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Garay, Francisco de (?–1523)

Garay, Francisco de (?–1523)

Francisco de Garay (d. 27 December 1523), governor of Jamaica (1515–1523) and rival of the conquistador Hernán Cortés. Garay arrived in the Americas in 1493 with the second voyage of Christopher Columbus. On Hispaniola, Garay combined government service, as notary and later chief constable, with economic venture. By the time he became governor of Jamaica in 1515, he was one of the richest men in the islands. In 1519 he sent four ships under the command of Alonso Álvarez De Pineda to search the Mexican coast north of Pánuco for a westward passage. Pineda and his men were the first Europeans to explore the Gulf coast west of Florida, but, badly damaged in conflicts with the indigenous peoples, the expedition limped back to Veracruz, where most of the men joined Cortés's army.

These mixed results notwithstanding, Garay obtained a royal decree making him adelantado (royal representative) and governor of this vast stretch of coastline. This created a conflict with Cortés, who also had claims to Pánuco. In 1523 Garay landed there with several hundred men to confront Cortés directly, but he was preempted shortly thereafter, when Cortés received royal recognition as conqueror of Mexico and governor of New Spain. His authority superseded, Garay quickly acknowledged his defeat and traveled to Mexico City, where he died three days after meeting with Cortés. It was rumored that Cortés had poisoned him, but this seems unlikely, since Garay no longer posed a threat to the conquistador.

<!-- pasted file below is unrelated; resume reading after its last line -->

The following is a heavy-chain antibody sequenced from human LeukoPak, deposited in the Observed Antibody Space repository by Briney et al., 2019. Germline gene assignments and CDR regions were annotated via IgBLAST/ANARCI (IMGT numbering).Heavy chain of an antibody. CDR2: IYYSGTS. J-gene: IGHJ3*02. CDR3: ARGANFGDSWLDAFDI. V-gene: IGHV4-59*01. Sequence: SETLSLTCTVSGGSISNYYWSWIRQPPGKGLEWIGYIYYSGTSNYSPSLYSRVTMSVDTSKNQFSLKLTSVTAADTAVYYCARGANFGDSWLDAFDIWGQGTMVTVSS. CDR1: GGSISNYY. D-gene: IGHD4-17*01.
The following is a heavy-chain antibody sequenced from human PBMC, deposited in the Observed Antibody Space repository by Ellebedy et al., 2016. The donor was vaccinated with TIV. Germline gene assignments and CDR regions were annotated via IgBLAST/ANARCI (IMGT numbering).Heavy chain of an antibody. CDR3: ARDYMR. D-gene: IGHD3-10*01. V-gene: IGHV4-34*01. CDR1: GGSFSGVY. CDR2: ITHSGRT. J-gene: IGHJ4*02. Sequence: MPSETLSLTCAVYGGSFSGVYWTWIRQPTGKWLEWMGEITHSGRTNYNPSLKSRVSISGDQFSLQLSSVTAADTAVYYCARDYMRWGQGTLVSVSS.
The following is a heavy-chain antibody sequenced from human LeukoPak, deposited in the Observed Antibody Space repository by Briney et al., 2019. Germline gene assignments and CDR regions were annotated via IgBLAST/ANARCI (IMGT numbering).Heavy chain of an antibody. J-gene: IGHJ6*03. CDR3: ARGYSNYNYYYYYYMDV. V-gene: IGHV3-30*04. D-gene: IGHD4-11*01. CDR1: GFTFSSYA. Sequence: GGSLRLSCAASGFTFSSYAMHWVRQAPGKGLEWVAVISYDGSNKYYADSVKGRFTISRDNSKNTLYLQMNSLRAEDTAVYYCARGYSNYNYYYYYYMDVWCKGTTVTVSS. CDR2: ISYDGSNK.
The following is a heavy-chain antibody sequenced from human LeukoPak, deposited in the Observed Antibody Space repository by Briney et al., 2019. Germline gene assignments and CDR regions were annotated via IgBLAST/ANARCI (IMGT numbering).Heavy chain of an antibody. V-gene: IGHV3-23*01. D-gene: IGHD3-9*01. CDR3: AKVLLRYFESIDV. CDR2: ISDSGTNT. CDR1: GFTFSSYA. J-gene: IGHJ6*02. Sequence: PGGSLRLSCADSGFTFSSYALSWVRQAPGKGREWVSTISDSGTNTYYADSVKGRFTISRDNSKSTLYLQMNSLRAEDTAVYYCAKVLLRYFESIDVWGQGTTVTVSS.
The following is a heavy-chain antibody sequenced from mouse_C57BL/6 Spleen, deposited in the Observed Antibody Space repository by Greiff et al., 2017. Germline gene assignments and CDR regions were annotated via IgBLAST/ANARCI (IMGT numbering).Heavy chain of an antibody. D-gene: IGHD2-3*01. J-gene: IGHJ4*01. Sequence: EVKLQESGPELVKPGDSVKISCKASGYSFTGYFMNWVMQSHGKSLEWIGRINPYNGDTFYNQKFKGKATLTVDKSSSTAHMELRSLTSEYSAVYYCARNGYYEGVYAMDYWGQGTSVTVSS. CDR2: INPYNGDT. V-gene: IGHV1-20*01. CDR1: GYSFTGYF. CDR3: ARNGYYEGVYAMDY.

See alsoCortés, Hernán; Jamaica.


Joaquín Meade, El adelantado Francisco de Garay (1947).

Robert S. Weddle, Spanish Sea: The Gulf of Mexico in North American Discovery, 1500–1685 (1985).

Hernán Cortés, Hernán Cortés: Letters from Mexico, 2nd ed., translated and edited by Anthony Pagden (1986).

Additional Bibliography

Prescott, William Hickling. History of the Conquest of Mexico. New York: Modern Library, 2001.

                                       R. Douglas Cope

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